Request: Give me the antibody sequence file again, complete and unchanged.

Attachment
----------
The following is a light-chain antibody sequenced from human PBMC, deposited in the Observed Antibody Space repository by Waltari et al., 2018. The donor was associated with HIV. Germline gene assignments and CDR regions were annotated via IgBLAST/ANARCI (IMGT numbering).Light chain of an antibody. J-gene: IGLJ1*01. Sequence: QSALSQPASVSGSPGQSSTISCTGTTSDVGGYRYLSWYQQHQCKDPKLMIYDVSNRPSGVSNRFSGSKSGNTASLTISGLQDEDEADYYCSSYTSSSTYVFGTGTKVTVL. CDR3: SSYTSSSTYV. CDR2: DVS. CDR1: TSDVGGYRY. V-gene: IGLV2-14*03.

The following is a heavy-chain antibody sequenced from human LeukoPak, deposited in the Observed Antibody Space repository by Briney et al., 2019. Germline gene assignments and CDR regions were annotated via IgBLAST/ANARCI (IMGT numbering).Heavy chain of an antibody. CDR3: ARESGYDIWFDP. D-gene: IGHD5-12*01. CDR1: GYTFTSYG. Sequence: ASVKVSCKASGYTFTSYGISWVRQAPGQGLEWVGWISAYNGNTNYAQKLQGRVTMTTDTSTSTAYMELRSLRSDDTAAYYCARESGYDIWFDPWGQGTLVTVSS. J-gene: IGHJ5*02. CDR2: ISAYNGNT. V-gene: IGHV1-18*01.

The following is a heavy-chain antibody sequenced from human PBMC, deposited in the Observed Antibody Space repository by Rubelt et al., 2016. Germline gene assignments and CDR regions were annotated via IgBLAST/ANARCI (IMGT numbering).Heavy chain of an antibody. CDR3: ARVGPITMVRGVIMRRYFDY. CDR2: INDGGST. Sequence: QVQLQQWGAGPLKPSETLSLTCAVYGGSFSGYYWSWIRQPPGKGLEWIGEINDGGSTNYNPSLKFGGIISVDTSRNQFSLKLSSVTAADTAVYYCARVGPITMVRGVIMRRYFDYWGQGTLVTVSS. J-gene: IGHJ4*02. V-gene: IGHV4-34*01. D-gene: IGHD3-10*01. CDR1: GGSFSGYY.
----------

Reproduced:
The following is a light-chain antibody sequenced from human PBMC, deposited in the Observed Antibody Space repository by Waltari et al., 2018. The donor was associated with HIV. Germline gene assignments and CDR regions were annotated via IgBLAST/ANARCI (IMGT numbering).Light chain of an antibody. J-gene: IGLJ1*01. Sequence: QSALSQPASVSGSPGQSSTISCTGTTSDVGGYRYLSWYQQHQCKDPKLMIYDVSNRPSGVSNRFSGSKSGNTASLTISGLQDEDEADYYCSSYTSSSTYVFGTGTKVTVL. CDR3: SSYTSSSTYV. CDR2: DVS. CDR1: TSDVGGYRY. V-gene: IGLV2-14*03.

The following is a heavy-chain antibody sequenced from human LeukoPak, deposited in the Observed Antibody Space repository by Briney et al., 2019. Germline gene assignments and CDR regions were annotated via IgBLAST/ANARCI (IMGT numbering).Heavy chain of an antibody. CDR3: ARESGYDIWFDP. D-gene: IGHD5-12*01. CDR1: GYTFTSYG. Sequence: ASVKVSCKASGYTFTSYGISWVRQAPGQGLEWVGWISAYNGNTNYAQKLQGRVTMTTDTSTSTAYMELRSLRSDDTAAYYCARESGYDIWFDPWGQGTLVTVSS. J-gene: IGHJ5*02. CDR2: ISAYNGNT. V-gene: IGHV1-18*01.

The following is a heavy-chain antibody sequenced from human PBMC, deposited in the Observed Antibody Space repository by Rubelt et al., 2016. Germline gene assignments and CDR regions were annotated via IgBLAST/ANARCI (IMGT numbering).Heavy chain of an antibody. CDR3: ARVGPITMVRGVIMRRYFDY. CDR2: INDGGST. Sequence: QVQLQQWGAGPLKPSETLSLTCAVYGGSFSGYYWSWIRQPPGKGLEWIGEINDGGSTNYNPSLKFGGIISVDTSRNQFSLKLSSVTAADTAVYYCARVGPITMVRGVIMRRYFDYWGQGTLVTVSS. J-gene: IGHJ4*02. V-gene: IGHV4-34*01. D-gene: IGHD3-10*01. CDR1: GGSFSGYY.